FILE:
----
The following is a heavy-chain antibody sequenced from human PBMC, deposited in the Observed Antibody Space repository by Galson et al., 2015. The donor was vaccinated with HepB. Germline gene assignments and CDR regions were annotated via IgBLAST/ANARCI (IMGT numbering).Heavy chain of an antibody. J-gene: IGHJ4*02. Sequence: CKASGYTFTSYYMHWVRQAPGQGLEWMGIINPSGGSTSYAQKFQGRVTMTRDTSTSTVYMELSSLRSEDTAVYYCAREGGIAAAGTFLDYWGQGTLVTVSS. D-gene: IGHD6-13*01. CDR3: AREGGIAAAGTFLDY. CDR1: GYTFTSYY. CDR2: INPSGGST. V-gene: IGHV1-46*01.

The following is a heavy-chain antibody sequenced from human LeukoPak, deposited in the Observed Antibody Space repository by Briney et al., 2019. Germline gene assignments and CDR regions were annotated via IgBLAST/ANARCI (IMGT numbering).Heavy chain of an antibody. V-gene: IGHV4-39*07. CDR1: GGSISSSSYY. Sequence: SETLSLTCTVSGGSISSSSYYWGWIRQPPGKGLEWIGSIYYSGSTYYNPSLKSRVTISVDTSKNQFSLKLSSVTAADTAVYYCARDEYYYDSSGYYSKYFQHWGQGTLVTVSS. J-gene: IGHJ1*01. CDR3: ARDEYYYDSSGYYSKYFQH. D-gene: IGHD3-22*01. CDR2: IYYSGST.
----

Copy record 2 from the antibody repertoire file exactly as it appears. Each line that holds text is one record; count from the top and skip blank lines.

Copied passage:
The following is a heavy-chain antibody sequenced from human LeukoPak, deposited in the Observed Antibody Space repository by Briney et al., 2019. Germline gene assignments and CDR regions were annotated via IgBLAST/ANARCI (IMGT numbering).Heavy chain of an antibody. V-gene: IGHV4-39*07. CDR1: GGSISSSSYY. Sequence: SETLSLTCTVSGGSISSSSYYWGWIRQPPGKGLEWIGSIYYSGSTYYNPSLKSRVTISVDTSKNQFSLKLSSVTAADTAVYYCARDEYYYDSSGYYSKYFQHWGQGTLVTVSS. J-gene: IGHJ1*01. CDR3: ARDEYYYDSSGYYSKYFQH. D-gene: IGHD3-22*01. CDR2: IYYSGST.